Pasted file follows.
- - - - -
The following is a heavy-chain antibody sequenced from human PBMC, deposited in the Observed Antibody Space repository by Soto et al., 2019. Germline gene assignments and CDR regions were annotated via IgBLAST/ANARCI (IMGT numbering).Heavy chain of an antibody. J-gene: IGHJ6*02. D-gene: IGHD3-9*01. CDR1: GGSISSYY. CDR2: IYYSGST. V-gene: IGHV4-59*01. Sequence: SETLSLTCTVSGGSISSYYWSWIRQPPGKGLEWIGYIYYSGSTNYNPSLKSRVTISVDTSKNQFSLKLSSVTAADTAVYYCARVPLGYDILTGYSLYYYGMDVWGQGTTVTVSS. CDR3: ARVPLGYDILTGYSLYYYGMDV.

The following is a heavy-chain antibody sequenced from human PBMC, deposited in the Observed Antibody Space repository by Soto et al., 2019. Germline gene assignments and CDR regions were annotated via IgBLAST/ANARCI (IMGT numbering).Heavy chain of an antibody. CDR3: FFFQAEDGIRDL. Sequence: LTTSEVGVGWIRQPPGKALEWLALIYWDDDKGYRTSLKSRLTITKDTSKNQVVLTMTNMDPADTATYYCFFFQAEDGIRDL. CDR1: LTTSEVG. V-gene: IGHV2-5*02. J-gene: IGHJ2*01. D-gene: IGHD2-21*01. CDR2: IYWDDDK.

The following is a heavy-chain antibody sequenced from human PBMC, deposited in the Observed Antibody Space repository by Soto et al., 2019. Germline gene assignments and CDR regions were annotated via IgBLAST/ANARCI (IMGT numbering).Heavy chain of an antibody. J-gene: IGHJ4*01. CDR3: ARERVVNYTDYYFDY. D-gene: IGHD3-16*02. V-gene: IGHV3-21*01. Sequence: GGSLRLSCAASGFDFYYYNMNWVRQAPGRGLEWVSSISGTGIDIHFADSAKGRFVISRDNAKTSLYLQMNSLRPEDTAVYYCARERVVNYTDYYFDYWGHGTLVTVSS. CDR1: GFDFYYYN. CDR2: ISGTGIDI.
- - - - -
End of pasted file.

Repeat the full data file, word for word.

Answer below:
The following is a heavy-chain antibody sequenced from human PBMC, deposited in the Observed Antibody Space repository by Soto et al., 2019. Germline gene assignments and CDR regions were annotated via IgBLAST/ANARCI (IMGT numbering).Heavy chain of an antibody. J-gene: IGHJ6*02. D-gene: IGHD3-9*01. CDR1: GGSISSYY. CDR2: IYYSGST. V-gene: IGHV4-59*01. Sequence: SETLSLTCTVSGGSISSYYWSWIRQPPGKGLEWIGYIYYSGSTNYNPSLKSRVTISVDTSKNQFSLKLSSVTAADTAVYYCARVPLGYDILTGYSLYYYGMDVWGQGTTVTVSS. CDR3: ARVPLGYDILTGYSLYYYGMDV.

The following is a heavy-chain antibody sequenced from human PBMC, deposited in the Observed Antibody Space repository by Soto et al., 2019. Germline gene assignments and CDR regions were annotated via IgBLAST/ANARCI (IMGT numbering).Heavy chain of an antibody. CDR3: FFFQAEDGIRDL. Sequence: LTTSEVGVGWIRQPPGKALEWLALIYWDDDKGYRTSLKSRLTITKDTSKNQVVLTMTNMDPADTATYYCFFFQAEDGIRDL. CDR1: LTTSEVG. V-gene: IGHV2-5*02. J-gene: IGHJ2*01. D-gene: IGHD2-21*01. CDR2: IYWDDDK.

The following is a heavy-chain antibody sequenced from human PBMC, deposited in the Observed Antibody Space repository by Soto et al., 2019. Germline gene assignments and CDR regions were annotated via IgBLAST/ANARCI (IMGT numbering).Heavy chain of an antibody. J-gene: IGHJ4*01. CDR3: ARERVVNYTDYYFDY. D-gene: IGHD3-16*02. V-gene: IGHV3-21*01. Sequence: GGSLRLSCAASGFDFYYYNMNWVRQAPGRGLEWVSSISGTGIDIHFADSAKGRFVISRDNAKTSLYLQMNSLRPEDTAVYYCARERVVNYTDYYFDYWGHGTLVTVSS. CDR1: GFDFYYYN. CDR2: ISGTGIDI.